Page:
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Jul 21, 2014 8:24 PM by Lupita Murillo and Michel Marizco

N4T Investigators: Emails show U.S. was warned about migrant crisis in 2011

Emails reviewed by the News 4 Tucson Investigators show the Homeland Security Department was warned of the coming Central American exodus in 2011. So why wasn't the Obama Administration prepared for the migrant child crisis it's now facing?

Blanca Celada fled the violence and poverty of El Salvador in 2009. She wanted to reach the U.S. for a peaceful life. Instead, she found the same corruption and ugly violence she was running from, right here on the U.S.-Mexico border.

Celada and her husband run a shelter in Nogales, Sonora, for migrants intending to cross the border illegally. Earlier this month, 20 Mexican police officers raided her shelter. They stole the personal belongings of 20 people, mostly Central Americans heading for the U.S. They even disabled a security camera.

"It's not right that they come here and do things like this," she said, one recent morning as she stood on the top deck of her shelter. "They're here supposedly to watch out for one, to protect one and to help one."

Mexican police officials have said they were not aware of the incident until a complaint surfaced.
But Celada lives in fear. She didn't want to complain.

"If I go complain, what i'm doing is throwing more wood on the fire," she said.

The steel bars of the U.S.'s border wall are just yards from the shelter. But the U.S. has proven to be an elusive dream for Celada. She fled Central America hoping to get away from situations like the one she's going through now, while still seven months pregnant with one of her six kids. She rode the notorious La Bestía, the freight train that led her to northern Mexico. She's lived in peace, she says, until now. And suddenly, people like the nameless migrants that have come to her looking for a place to stay the night before trying to cross the border, are the buzz in Washington, D.C. Congressional scrutiny and major headlines suddenly abound about a flow of Central American migrants that was once a trickle and now a rush of people that have overwhelmed U.S. border security.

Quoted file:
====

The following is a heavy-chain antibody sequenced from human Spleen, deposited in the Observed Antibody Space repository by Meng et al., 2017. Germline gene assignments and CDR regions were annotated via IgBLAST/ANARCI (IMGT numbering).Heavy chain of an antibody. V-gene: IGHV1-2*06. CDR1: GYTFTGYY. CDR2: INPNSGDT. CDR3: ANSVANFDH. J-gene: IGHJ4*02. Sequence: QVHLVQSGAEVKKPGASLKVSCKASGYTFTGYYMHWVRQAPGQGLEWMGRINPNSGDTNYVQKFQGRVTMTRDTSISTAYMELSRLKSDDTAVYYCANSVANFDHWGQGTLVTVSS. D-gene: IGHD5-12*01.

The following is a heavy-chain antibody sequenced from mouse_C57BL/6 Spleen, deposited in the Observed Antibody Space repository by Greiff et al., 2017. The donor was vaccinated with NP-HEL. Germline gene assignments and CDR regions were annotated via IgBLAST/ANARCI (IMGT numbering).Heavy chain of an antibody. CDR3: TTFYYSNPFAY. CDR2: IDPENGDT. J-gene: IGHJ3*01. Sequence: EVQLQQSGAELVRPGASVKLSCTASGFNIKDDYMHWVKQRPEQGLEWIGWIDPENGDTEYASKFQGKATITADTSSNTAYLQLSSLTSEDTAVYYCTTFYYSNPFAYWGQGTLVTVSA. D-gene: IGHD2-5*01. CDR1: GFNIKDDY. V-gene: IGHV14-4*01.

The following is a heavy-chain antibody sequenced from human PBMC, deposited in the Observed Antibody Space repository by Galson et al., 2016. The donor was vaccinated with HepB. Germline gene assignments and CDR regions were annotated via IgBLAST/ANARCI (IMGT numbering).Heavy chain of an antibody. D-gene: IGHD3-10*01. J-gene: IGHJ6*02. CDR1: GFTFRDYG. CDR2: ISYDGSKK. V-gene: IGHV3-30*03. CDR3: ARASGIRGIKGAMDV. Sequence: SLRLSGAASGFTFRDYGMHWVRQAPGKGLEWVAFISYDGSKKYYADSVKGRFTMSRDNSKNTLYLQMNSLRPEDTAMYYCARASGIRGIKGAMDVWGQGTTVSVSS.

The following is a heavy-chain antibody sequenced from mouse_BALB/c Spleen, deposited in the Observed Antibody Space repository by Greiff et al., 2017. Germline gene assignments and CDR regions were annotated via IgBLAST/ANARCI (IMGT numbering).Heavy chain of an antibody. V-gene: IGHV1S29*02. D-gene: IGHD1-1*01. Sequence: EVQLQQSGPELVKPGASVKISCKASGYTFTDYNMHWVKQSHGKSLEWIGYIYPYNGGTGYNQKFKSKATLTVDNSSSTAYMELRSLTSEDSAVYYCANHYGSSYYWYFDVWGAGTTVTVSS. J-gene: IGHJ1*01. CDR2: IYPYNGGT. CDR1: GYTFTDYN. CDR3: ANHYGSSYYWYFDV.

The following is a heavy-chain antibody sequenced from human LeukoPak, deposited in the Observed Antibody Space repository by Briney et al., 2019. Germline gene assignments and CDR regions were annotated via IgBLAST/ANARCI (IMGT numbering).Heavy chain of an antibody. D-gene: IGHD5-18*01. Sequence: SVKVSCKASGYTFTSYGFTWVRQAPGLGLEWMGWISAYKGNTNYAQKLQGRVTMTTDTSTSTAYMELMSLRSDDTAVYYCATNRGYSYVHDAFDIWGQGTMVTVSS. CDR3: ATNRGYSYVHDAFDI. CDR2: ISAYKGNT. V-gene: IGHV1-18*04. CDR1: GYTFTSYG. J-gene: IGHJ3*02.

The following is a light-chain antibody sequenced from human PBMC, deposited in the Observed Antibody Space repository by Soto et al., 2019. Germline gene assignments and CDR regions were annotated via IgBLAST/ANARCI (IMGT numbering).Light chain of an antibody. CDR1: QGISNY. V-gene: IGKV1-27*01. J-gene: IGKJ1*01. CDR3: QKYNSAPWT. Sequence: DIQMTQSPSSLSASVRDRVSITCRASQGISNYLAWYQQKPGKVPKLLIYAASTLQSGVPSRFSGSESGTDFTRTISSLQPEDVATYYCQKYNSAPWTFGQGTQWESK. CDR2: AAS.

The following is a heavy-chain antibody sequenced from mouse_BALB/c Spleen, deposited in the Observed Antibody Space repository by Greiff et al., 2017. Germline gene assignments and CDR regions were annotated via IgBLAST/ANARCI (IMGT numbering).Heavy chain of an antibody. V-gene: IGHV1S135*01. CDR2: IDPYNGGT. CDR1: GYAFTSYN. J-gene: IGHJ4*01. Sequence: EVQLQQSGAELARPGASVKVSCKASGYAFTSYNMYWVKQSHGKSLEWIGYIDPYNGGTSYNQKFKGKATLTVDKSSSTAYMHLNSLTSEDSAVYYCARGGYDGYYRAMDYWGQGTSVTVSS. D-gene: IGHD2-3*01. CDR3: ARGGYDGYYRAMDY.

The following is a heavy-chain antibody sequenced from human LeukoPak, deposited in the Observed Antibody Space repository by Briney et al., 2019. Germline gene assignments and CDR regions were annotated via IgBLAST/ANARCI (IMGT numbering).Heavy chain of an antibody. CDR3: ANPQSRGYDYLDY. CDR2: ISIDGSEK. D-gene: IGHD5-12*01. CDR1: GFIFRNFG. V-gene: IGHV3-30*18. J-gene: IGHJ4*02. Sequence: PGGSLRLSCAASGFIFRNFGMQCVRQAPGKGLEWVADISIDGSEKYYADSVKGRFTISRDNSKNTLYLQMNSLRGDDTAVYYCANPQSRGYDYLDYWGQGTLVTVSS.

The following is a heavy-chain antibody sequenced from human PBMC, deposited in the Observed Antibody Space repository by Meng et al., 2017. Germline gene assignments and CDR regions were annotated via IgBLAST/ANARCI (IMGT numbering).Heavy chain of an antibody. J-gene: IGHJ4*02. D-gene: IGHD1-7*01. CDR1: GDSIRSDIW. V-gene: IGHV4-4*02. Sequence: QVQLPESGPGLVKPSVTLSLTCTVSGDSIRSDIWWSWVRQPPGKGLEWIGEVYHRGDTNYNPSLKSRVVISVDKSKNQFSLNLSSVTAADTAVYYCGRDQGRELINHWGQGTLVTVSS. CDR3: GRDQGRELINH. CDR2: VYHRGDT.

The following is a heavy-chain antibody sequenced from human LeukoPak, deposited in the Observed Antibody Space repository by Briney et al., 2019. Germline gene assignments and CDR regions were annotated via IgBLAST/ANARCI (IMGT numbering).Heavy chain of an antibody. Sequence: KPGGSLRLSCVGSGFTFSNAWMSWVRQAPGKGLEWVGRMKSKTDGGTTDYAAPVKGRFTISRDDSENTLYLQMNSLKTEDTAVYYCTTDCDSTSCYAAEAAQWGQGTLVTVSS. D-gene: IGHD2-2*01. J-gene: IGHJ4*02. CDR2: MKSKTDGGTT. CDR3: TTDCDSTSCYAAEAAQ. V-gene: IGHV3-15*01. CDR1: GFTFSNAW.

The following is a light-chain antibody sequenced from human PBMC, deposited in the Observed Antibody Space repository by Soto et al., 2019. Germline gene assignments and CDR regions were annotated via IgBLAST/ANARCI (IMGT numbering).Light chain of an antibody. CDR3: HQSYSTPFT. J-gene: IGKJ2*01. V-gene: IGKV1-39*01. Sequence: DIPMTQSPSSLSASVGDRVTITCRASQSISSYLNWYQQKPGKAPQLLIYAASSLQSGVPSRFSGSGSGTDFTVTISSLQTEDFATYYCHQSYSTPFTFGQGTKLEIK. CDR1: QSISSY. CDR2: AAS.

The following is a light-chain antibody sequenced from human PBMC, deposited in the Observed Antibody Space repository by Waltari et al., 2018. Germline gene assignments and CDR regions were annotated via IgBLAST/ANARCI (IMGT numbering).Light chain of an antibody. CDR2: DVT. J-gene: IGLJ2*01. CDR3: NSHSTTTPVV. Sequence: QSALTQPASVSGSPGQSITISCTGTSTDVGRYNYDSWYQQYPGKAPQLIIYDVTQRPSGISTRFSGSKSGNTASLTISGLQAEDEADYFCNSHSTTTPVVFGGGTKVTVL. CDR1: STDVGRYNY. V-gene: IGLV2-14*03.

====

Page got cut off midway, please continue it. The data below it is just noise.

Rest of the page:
Consider these numbers just for Honduras alone:

In 2009, 968 Honduran children were captured at the U.S. border. By 2012, the number grew to just under 3,000. In 2013, about 6,700 were apprehended., This fiscal year, 16,546. Honduras, a country that faced a coup in 2009, now tops Mexico for the number of children caught crossing into the U.S.

Lynn Marcus is co-director of the University of Arizona's Immigration Law Clinic. She says some of those Central American countries have destabilized and that's led to people fleeing here.

"It's been a combination of events. It's been the weakened institutions of the government, weakened by civil war and by coup. It's been the rising power of the cartels," Marcus said.

But Honduras' coup happened five years ago. So why wasn't the U.S. prepared for the rush of immigrants from Central America?

We put the question to the Homeland Security Department and to U.S. Customs and Border Protection last week. The department's response: "We are unable to accommodate your request at this time." Instead, a spokeswoman referred the News 4 Tucson Investigators to a link about unaccompanied minors on the Homeland Security website. The department also refused our request for an interview.

"Well, DHS and CBP were not prepared for this influx at all," says Tony Coulson, the retired Drug Enforcement Administration's assistant special-agent-in-charge of the Tucson office until 2010.

"Even though there was ample warning to them about problems with children and the influx of children that were going to come in."

In 2011, Coulson and non-profit groups approached Homeland Security with warnings about the coming exodus and asked to meet with DHS in order to be prepared for the crisis. Coulson's requests to meet went unanswered.

"They weren't prepared because from that time on, it was all about border security and a message and nobody wanted to talk about immigration at all from the administration," he said.

That message began in 2012 when then-Homeland Security Sec. Janet Napolitano paid a series of visits to border communities, lauding border security as a success. She spoke in Tucson at Border Patrol Headquarters in April 2013:

"Drug seizures are up substantially. Currency seizures are up 71 percent. And weapon seizures, including weapons going south, are up almost 190 percent," she said at the time.

"And over the past decade, Tucson's crime rate has continued to drop even as the city has continued to grow. These are all positive signs of a healthy, healthy border," she said at the time. Requests to interview Napolitano sent to her office at the University of California went unanswered.

So why did the U.S. ignore the warnings about the migrant crisis now hitting Tucson and the rest of the border communities for the past three years?

The Obama Administration isn't saying. But last week, it put the responsibility for how this all started on the news media.

A report leaked to Breitbart Texas from the El Paso Intelligence Center said news organizations in Central America spread wrong information that Central Americans could come up to the U.S. and stay.

The report states: "U.S. Customs and Border Protection (CBP) also notes that a large number of migrants interviewed claimed family members in the United States encouraged their travel because the U.S. government would cease issuing permisos after June 2014.

"Migrants cited Univision, Primer Impacto, Al Rojo Vivo and several Honduran television news outlets for helping shape their perception of U.S. immigration policy."


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